There is a scene in Christopher Nolan’s Oppenheimer that is
considered by many the master scene. It’s after the atomic bomb has been used
and Oppenheimer delivers a victory speech to the cheers of a crowd. In the
scene, we can see his mind start to wander, to silence, to a recognition of
what he has done with the murder of over 200,000 people. That moment is his
awakening, the introduction of guilt, and for that reason, that he grew a
conscience, Oppenheimer was viewed as a hero. After all, this guilt meant that
he was human.
But Oppenheimer is a true western hero. He is someone that
is fighting his guilt after the atrocity committed, not during, not before.
After they were all dead there is a sense of guilt. Yet in that movie there is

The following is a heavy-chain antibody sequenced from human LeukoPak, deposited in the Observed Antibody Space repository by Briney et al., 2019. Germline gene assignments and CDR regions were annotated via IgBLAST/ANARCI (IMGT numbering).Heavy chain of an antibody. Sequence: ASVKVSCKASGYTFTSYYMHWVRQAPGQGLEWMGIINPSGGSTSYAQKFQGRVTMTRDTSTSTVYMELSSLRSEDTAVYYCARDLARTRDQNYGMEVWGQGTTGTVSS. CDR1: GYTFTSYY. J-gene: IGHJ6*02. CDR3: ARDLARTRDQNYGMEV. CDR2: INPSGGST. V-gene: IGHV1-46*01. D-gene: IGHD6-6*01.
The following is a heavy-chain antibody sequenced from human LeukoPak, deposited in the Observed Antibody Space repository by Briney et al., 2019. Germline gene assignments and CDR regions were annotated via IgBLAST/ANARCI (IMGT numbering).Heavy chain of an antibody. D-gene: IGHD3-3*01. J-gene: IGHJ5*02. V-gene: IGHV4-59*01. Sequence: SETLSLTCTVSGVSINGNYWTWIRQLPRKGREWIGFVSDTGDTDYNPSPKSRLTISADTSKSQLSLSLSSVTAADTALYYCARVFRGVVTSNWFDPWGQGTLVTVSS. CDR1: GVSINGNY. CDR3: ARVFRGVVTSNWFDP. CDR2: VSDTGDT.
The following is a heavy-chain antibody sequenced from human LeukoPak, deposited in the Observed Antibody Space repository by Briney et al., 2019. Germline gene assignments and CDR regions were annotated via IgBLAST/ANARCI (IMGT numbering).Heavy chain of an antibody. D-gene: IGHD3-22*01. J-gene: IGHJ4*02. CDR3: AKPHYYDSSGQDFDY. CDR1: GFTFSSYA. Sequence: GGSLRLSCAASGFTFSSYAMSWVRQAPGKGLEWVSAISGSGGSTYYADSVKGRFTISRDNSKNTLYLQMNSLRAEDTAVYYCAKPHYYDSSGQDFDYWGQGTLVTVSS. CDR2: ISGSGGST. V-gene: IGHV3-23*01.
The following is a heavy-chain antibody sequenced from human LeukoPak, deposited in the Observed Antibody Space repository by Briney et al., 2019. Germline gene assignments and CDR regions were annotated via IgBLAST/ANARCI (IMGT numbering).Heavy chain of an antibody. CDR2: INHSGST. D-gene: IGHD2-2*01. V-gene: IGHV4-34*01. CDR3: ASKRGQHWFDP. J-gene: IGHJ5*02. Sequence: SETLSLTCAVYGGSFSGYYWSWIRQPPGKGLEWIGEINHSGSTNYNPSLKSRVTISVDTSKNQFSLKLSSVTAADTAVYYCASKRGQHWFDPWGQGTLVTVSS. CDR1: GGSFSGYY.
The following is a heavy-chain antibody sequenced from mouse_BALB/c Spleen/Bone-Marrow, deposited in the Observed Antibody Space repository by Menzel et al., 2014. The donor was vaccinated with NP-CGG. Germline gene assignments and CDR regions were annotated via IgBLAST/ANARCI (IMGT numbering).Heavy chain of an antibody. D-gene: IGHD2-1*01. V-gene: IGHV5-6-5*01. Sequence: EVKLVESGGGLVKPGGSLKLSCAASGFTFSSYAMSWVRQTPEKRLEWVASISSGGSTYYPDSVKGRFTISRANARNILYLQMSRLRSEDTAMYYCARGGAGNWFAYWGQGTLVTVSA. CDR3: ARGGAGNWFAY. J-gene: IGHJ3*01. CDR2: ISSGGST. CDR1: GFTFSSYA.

no humanization of those he killed, just the guilt at the forefront and the
celebration that such humane thoughts have seeped into his soul.
That afterthought, that guilt is the true mark of western
society. The protagonist is always them, it’s always how they feel, how they
process what they’ve done, it’s never about those they have hurt. That’s why we
can see the parallels in today’s world. Genocide first, and then perhaps when a
great many Palestinians have died, suffered and have been displaced, the
ancestors of western societies, or perhaps even their current leaders might be
again the true heroes when they feel a little guilt. Maybe invading Iraq was
wrong, maybe too many innocent people have been killed. Yet still Iraqis are
never human, Palestinians are never human. Humanity is reserved for the killers
and the compassion they might feel or even remorse after they’ve committed and
supported a genocide.